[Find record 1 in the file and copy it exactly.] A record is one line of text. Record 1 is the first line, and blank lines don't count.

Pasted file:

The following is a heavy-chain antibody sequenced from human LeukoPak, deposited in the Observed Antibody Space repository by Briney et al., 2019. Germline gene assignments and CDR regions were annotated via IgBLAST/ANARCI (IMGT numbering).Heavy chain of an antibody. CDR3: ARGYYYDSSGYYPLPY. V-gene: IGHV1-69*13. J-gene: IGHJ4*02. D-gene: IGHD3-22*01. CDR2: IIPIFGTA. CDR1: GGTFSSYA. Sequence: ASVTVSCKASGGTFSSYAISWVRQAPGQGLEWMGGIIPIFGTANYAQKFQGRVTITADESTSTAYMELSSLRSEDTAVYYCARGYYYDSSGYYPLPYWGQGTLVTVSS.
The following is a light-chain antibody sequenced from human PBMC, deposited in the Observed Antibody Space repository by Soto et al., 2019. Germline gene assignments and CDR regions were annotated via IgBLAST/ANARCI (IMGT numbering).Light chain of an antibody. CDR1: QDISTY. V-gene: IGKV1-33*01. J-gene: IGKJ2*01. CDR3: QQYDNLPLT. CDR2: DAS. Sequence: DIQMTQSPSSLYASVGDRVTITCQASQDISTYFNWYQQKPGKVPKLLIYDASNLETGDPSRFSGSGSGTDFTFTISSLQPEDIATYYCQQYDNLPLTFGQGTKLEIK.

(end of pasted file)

The following is a heavy-chain antibody sequenced from human LeukoPak, deposited in the Observed Antibody Space repository by Briney et al., 2019. Germline gene assignments and CDR regions were annotated via IgBLAST/ANARCI (IMGT numbering).Heavy chain of an antibody. CDR3: ARGYYYDSSGYYPLPY. V-gene: IGHV1-69*13. J-gene: IGHJ4*02. D-gene: IGHD3-22*01. CDR2: IIPIFGTA. CDR1: GGTFSSYA. Sequence: ASVTVSCKASGGTFSSYAISWVRQAPGQGLEWMGGIIPIFGTANYAQKFQGRVTITADESTSTAYMELSSLRSEDTAVYYCARGYYYDSSGYYPLPYWGQGTLVTVSS.